Interesting, most Americans know this, and that is why we poll out time and again, as being BOTH pro-choice and actively anti-abortion. In other words, the fundamentalists on both sides of this issue, as is the case with so many issues which divide the nation, neither represent our collective view, nor contribute to the making of policy which reflects that view.
I’ve always understood the two terms to refer to positions on abortion’s legality, not necessarily on its morality. There are plenty of people who believe abortion is wrong but also believe that it should remain legal, and I consider them to be pro-choice. Do you think that’s the case?
The distinction between what is legal and what is moral can be problematic for two reasons:1, the arguments advanced by both sides in this debate often and often quite purposefully blur that very distinction.2, while we say that we do not legislate morality -- generally preferring individual liberty over legislated moral norms -- that is clearly not always the case. In fact, we legislate all kinds of moral issues. We simply don’t talk about it as such because we tend to do so when there is broad agreement about the issue and simply assume “that’s just the way things should be.”
In fact, what we need is greater honesty about the fact that we legislate morality all the time -- sometimes from the right and sometimes from the left. We could also use a greater level of awareness that such debates are often not between good and evil, but between competing goods -- some honored more fully by so-called conservatives and others by so-called liberals.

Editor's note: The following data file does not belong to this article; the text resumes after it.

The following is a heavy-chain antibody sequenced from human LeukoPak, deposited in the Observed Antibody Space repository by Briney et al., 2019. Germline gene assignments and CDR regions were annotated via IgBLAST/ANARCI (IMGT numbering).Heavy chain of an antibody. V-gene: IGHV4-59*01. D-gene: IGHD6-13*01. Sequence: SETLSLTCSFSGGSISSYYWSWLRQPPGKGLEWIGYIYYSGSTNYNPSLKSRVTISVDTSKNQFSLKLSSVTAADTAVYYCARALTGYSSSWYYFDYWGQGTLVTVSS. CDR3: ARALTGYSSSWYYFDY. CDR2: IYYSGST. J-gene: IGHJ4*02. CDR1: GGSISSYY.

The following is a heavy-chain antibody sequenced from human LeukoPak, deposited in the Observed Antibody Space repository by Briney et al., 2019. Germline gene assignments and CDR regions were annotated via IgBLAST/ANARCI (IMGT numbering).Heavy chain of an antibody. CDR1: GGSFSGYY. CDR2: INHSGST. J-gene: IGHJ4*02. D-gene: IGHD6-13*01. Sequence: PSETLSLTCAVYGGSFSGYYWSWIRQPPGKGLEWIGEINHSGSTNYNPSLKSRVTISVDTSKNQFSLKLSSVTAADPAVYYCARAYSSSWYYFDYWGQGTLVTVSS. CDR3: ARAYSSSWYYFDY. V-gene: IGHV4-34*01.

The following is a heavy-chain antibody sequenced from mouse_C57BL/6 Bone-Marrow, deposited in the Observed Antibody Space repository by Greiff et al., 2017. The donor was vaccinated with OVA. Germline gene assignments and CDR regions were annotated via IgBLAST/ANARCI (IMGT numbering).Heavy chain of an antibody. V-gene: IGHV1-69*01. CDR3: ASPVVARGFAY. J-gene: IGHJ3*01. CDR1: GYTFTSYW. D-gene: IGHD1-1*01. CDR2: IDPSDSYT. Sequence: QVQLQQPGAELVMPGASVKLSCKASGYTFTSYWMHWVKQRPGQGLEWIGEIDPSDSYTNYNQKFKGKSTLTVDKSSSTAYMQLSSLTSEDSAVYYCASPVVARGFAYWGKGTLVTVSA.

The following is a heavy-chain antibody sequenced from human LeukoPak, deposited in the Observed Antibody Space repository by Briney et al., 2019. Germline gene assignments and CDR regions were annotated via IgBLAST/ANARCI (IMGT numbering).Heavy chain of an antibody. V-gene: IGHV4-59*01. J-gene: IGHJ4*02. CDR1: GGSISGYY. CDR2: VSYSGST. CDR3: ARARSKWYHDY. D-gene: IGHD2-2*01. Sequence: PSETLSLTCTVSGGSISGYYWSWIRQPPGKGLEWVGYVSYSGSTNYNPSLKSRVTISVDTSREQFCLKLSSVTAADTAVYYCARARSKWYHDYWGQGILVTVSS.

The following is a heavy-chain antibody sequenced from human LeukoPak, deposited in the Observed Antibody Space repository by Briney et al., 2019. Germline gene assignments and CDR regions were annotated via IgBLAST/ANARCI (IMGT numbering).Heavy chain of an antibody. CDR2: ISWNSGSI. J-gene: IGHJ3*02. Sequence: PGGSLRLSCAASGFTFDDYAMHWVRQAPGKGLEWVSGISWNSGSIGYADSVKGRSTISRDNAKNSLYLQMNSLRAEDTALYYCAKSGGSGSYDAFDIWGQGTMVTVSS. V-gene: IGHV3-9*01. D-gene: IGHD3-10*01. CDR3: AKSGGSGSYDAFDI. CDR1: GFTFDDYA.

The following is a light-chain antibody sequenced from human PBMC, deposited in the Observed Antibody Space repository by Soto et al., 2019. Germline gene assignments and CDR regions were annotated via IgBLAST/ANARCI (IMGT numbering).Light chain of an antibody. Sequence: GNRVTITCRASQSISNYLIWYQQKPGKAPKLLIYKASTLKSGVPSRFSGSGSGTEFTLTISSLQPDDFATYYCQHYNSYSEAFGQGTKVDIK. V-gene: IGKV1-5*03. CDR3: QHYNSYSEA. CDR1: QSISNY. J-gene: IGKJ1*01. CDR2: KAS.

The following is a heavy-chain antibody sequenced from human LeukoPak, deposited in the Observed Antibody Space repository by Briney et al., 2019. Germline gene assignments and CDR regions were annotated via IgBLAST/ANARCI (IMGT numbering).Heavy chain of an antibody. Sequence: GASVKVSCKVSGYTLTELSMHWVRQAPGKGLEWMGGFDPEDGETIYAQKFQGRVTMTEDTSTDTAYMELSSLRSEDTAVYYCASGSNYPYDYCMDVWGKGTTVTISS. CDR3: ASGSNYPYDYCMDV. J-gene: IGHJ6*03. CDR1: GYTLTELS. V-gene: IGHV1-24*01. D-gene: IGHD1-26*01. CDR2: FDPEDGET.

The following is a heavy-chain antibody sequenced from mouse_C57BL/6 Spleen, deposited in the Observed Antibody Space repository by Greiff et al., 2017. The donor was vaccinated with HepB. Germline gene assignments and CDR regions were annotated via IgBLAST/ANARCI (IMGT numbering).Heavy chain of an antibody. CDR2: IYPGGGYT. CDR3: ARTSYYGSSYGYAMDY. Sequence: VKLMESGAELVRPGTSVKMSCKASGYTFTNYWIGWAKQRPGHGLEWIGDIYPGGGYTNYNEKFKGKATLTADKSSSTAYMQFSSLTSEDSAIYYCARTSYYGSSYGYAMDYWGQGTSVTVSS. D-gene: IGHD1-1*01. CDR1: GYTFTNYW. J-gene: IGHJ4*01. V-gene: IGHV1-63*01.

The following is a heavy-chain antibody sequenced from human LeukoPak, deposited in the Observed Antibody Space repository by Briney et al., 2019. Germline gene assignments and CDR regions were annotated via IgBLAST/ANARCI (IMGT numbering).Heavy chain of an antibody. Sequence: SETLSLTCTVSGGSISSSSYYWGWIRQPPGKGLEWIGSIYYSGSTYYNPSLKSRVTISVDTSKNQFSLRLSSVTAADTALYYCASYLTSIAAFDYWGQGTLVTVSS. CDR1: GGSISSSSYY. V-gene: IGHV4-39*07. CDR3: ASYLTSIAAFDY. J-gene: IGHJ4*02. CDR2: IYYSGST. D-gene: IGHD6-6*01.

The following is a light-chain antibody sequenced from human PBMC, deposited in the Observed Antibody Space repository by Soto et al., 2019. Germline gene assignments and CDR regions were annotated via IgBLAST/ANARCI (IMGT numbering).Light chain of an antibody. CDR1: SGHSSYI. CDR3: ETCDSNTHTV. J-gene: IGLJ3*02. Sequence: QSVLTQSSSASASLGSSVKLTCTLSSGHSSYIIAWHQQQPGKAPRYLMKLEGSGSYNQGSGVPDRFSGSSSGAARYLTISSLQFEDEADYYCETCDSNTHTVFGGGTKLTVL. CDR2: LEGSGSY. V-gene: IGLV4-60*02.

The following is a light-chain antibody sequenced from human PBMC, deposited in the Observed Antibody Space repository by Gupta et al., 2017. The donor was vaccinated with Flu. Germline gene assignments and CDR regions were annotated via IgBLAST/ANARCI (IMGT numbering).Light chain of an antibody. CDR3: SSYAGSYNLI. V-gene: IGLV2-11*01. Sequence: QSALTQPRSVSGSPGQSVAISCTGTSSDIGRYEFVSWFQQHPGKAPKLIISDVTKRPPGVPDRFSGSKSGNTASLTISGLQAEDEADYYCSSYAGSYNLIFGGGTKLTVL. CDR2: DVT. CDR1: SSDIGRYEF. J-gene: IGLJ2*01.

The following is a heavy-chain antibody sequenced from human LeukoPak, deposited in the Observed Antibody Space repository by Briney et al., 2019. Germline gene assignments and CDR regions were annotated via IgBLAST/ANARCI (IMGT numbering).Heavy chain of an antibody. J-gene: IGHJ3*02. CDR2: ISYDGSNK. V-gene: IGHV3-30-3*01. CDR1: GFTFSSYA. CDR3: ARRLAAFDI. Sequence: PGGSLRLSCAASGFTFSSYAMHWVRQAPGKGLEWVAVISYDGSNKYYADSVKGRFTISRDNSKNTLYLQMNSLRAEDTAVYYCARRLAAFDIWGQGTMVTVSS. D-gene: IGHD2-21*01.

When I was growing up, I was told that I could have access to birth control at any time with no judgments. If I were to get pregnant, I could chose whatever I wanted without judgment but that my parents would not financially support the baby. They didn’t want to raise any more children. If I could find the funds to care for a child (outside of their home), all the power to me...otherwise, I should get an abortion. I think this is completely reasonable. If you want to make adult decisions, you get to live with the adult consequences.
Let’s be clear, your parents were making many judgments in setting the policy they did, and without judging them, that must be acknowledged. Failing to do so is failing to take responsibility for their own judgments, presumably because judging makes them uncomfortable. Speaking of being adult, they should have taken responsibility for the judgments they were making, as should all folks who hide behind a veil of supposed non-judgmentalism.
I wonder if the term pro life is even accurate, as many of the people in the “pro life” camp are also pro death penalty,
While I may not agree with that stance, it is not inherently hypocritical, much as some like to charge. The stance simply reflects people’s belief that a fetus is a full human who has done no wrong and therefore should not be killed, while a tried and convicted criminal should, under specific circumstances, forfeit his or her life. Not my view, intellectually coherent just the same. Hope that helps.